- Alliance honors locals for 35th anniversary
- CULTURE FRONT: Have stories, will travel
- MUSIC BOX: Katchafire ignites Garter
- DEAR ROCKY LOVE: Time to shack up?
- Our Park
- FEED ME: New chef reignites Haydens Post
- Hole Food Rescue extends its shelf life
- TGR fuels pow hounds with world premiere
- THEM ON US
- New McDonald’s farm
PROPS & DISSES: Skiing the Snake
JACKSON HOLE, WYO -
SHIFT: Getting the off-season in gear PROP
Extend our tourist season through October and promote Jackson Hole’s commitment to the environment? As the old Guinness Beer ads used to say, “Brilliant!
Organizers led by Christian Beckwith have proposed a conservation festival called “SHIFT” to be the anchor event for the month of October in an attempt to chip away at the pesky and unproductive shoulder seasons and prolong Jackson’s make-hay-while-the-sun-shines summer. The concept comes from direction and funds provided by the Travel and Tourism Board and their outreach program 4JH.
The Hole used to shutter at the end of August. At the first sign of frost on the grass in the morning, valley residents instantly abandoned their customer service jobs and starting chopping firewood in a panic. Then came the Fall Arts Festival. It single-handedly made something of the Roman’s seventh month of the year. The weather holds up wonderfully in September – in fact many savvy brides know a September wedding is less of a gamble with thunderstorms than a July gala. As the noted environmentalist Aldo Leopold said, “One swallow does not make a summer.”
The only reason fall months weren’t supposed to work in a tourist town is because it was thought families wouldn’t travel after the kids were back in school. Well guess what? That’s exactly when and why Mommy and Daddy BigBucks take a week or a weekend in Jackson to sight-see. Art snobs are too wealthy to be bogged down by offspring or rich enough to have someone look after their “chillins” while they enjoy white wine and shopping for more real estate.
Embracing the valley’s commitment to nature and wildlife should be celebrated and shared with the world. If a festival feting man’s harmony with and preservation of a place where the wild things are; how could it not be in Jackson Hole? And as a bonus, most people who really care about the environment have had the good sense not to overpopulate it with rug rats, so once again we will be tapping the childless visitor.
Beckwith has hit the ground running since accepting his post last February. I, for one, am relieved to see the Outerlocal founder didn’t come up with a plan to turn October into a month-long paragliding/ziplining/bouldering extreme relay race kind of thing. The busier you keep tourists sweating and grunting the less time they have to pull out their platinum card.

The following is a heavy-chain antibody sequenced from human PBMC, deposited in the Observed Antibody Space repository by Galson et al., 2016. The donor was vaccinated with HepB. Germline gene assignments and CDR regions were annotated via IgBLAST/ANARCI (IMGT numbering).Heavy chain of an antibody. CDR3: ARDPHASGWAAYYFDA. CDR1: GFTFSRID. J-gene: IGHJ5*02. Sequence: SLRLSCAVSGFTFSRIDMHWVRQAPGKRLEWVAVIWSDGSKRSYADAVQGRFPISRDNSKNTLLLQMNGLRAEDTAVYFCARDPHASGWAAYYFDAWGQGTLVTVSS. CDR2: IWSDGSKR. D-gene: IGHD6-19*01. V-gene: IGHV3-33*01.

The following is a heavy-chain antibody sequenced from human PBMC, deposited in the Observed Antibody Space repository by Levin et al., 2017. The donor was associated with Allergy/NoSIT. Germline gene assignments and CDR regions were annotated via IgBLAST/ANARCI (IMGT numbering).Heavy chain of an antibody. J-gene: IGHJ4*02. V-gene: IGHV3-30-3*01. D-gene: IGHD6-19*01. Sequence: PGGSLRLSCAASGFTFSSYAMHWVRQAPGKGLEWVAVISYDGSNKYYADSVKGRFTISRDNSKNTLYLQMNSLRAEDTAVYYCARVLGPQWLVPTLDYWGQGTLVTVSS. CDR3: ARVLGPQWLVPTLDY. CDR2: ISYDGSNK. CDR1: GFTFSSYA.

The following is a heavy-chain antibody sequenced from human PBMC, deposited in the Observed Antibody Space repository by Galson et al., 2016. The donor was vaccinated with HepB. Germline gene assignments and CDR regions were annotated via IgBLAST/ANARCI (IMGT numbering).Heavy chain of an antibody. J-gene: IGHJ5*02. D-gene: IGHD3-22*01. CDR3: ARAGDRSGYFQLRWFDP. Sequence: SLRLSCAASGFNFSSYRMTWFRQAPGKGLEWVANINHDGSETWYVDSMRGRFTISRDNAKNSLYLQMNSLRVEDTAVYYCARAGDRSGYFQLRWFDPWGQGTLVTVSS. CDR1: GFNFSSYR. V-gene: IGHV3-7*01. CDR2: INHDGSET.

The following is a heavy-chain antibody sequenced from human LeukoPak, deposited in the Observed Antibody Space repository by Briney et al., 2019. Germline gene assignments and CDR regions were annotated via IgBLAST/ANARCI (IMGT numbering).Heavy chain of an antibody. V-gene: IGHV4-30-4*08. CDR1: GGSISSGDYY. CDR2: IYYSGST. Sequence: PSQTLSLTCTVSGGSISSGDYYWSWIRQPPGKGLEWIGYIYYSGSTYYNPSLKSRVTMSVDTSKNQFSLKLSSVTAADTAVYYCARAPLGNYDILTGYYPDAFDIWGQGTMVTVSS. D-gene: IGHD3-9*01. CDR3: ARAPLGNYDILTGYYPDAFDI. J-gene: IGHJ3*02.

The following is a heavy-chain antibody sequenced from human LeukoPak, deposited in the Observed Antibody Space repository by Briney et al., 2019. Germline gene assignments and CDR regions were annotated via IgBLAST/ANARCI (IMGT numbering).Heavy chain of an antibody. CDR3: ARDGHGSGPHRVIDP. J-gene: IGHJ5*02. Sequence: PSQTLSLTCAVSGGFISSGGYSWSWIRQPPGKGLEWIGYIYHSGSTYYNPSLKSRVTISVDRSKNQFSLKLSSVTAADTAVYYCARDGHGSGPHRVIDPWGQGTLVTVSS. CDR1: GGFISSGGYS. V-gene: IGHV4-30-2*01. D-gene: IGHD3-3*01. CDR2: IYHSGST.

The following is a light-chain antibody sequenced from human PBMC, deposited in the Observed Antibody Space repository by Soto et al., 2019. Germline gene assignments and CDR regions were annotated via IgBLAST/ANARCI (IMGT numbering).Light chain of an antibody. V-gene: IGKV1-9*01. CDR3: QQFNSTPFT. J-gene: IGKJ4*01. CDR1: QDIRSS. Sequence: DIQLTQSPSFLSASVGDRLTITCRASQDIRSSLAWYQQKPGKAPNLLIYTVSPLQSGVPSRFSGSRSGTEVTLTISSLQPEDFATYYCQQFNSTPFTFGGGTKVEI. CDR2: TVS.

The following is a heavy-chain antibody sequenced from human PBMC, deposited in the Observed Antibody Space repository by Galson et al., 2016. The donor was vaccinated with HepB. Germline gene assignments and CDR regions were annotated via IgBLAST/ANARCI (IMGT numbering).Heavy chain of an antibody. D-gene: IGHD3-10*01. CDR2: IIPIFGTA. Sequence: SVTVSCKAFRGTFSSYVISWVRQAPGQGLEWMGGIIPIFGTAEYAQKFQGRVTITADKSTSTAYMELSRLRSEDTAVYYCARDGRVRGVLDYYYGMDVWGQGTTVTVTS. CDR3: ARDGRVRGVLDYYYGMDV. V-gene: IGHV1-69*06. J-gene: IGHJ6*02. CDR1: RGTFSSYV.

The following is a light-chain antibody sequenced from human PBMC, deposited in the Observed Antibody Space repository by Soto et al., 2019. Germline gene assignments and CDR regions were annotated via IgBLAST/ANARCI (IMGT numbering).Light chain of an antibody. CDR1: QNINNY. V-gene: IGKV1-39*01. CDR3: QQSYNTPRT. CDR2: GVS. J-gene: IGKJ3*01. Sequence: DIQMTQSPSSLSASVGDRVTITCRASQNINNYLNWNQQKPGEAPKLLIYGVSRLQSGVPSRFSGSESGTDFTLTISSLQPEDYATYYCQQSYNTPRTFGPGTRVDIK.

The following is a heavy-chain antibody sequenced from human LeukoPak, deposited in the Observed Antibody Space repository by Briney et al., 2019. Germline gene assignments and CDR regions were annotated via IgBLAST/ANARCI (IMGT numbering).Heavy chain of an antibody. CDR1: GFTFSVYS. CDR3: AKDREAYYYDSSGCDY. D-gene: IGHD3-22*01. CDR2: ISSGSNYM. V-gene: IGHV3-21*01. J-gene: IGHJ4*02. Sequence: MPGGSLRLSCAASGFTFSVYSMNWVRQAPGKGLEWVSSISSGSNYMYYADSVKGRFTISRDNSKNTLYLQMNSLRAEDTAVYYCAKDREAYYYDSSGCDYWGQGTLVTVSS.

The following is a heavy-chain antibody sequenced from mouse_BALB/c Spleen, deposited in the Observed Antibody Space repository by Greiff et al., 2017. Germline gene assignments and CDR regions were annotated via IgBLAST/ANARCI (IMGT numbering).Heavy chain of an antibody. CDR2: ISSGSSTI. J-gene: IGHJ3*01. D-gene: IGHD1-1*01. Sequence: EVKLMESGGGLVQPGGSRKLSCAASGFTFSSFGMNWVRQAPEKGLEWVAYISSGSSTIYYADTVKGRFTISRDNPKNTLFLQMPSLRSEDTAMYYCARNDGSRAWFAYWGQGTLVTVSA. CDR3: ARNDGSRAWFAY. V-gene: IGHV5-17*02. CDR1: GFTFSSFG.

Some people in this state need to split with the past and get into the 21st Century. We had a good long run with coal. The governor likes to regurgitate the anthem of the black-lunged mining industry whenever he’s in their presence: “Coal keeps the lights on.” Last week, Gov. Mead proudly proclaimed the Cowboy State had mined its ten billionth ton of coal.
That was so last week. Coal is abundant and easy to burn. It served this state and this nation well for 150 years. Since 1987, Wyoming has mined the majority of America’s coke supply – 40 percent –so it has kept the state humming. But times are changing. Coal is in decline and coal-fired power plants (there are more than 600 in the United States) are no longer in vogue. Their carbon footprint is massive, and it’s hard to bust China’s ass about CO2 emissions if we as a nation are right behind them in the electricity-generated-by-coal world rankings.
Capturing CO2 and SO2 has proved costly. President Obama put blackrock miners on notice in 2008 that he burden the industry with regulations, and he’s been very successful at doing just that. If a conventional coal plant can’t cut it, coal liquefaction has no chance.
Enron’s DKRW plant proposed in Medicine Bow has gone nowhere in eight years. Delay after delay and extension after extension, government leaders keep hoping the pipe dream of a coal gasification plant will rescue Wyoming from a worldwide economic crash. It’ll never happen.
“I think coal-to-liquids is a shlock deal. It will never fly,” University of Wyoming emeritus Professor E.G. Gerry Meyer told Bob Beck in a recent WPR radio interview. At this point, more experts have given up on the idea of making DKRW feasible than those who are still onboard.
This isn’t about shuttering all coal plants to cool the pace of global warming. Some estimates predict that if all the world’s coal plants disappeared today, the average global temperature would be lowered by .2 degrees. This is about banging your R&D head into a brick wall. Many energy providers are turning to natural gas or looking beyond the horizon to the next fuel source for the 22nd Century – if we make it there.
Motorized travel anywhere on the Snake River – are you out of your mind? I don’t care if Rod Lewis thinks he’s going to make his fortune renting jet skis to the “County 4 crowd,” the only thing burning gas on the Snake River should be the Search and Rescue speedboat.